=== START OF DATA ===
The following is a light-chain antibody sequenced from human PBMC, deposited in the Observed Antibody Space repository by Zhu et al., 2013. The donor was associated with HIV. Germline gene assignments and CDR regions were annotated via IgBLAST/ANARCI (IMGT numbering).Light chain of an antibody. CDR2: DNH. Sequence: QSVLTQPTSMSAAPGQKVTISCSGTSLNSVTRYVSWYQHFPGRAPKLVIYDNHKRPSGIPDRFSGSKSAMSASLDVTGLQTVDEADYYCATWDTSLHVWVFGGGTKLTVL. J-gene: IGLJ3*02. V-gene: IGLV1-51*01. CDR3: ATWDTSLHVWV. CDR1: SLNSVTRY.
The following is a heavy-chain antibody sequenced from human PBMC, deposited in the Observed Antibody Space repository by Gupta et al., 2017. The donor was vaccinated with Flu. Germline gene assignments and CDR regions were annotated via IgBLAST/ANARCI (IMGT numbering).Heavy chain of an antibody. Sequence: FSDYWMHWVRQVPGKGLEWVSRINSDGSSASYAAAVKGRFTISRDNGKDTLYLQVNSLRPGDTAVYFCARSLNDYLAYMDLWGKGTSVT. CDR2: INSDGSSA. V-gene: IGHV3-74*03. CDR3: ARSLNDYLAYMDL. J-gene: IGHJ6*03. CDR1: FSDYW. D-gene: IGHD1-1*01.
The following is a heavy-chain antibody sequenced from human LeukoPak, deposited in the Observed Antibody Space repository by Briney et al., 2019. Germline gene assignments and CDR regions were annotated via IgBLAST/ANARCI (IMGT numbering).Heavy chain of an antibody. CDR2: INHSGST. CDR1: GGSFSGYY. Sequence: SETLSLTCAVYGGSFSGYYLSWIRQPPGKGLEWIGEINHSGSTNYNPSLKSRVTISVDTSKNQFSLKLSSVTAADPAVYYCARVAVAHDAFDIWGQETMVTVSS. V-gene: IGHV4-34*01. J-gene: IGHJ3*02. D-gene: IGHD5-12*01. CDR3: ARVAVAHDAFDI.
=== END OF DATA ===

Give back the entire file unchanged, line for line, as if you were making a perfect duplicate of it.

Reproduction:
The following is a light-chain antibody sequenced from human PBMC, deposited in the Observed Antibody Space repository by Zhu et al., 2013. The donor was associated with HIV. Germline gene assignments and CDR regions were annotated via IgBLAST/ANARCI (IMGT numbering).Light chain of an antibody. CDR2: DNH. Sequence: QSVLTQPTSMSAAPGQKVTISCSGTSLNSVTRYVSWYQHFPGRAPKLVIYDNHKRPSGIPDRFSGSKSAMSASLDVTGLQTVDEADYYCATWDTSLHVWVFGGGTKLTVL. J-gene: IGLJ3*02. V-gene: IGLV1-51*01. CDR3: ATWDTSLHVWV. CDR1: SLNSVTRY.
The following is a heavy-chain antibody sequenced from human PBMC, deposited in the Observed Antibody Space repository by Gupta et al., 2017. The donor was vaccinated with Flu. Germline gene assignments and CDR regions were annotated via IgBLAST/ANARCI (IMGT numbering).Heavy chain of an antibody. Sequence: FSDYWMHWVRQVPGKGLEWVSRINSDGSSASYAAAVKGRFTISRDNGKDTLYLQVNSLRPGDTAVYFCARSLNDYLAYMDLWGKGTSVT. CDR2: INSDGSSA. V-gene: IGHV3-74*03. CDR3: ARSLNDYLAYMDL. J-gene: IGHJ6*03. CDR1: FSDYW. D-gene: IGHD1-1*01.
The following is a heavy-chain antibody sequenced from human LeukoPak, deposited in the Observed Antibody Space repository by Briney et al., 2019. Germline gene assignments and CDR regions were annotated via IgBLAST/ANARCI (IMGT numbering).Heavy chain of an antibody. CDR2: INHSGST. CDR1: GGSFSGYY. Sequence: SETLSLTCAVYGGSFSGYYLSWIRQPPGKGLEWIGEINHSGSTNYNPSLKSRVTISVDTSKNQFSLKLSSVTAADPAVYYCARVAVAHDAFDIWGQETMVTVSS. V-gene: IGHV4-34*01. J-gene: IGHJ3*02. D-gene: IGHD5-12*01. CDR3: ARVAVAHDAFDI.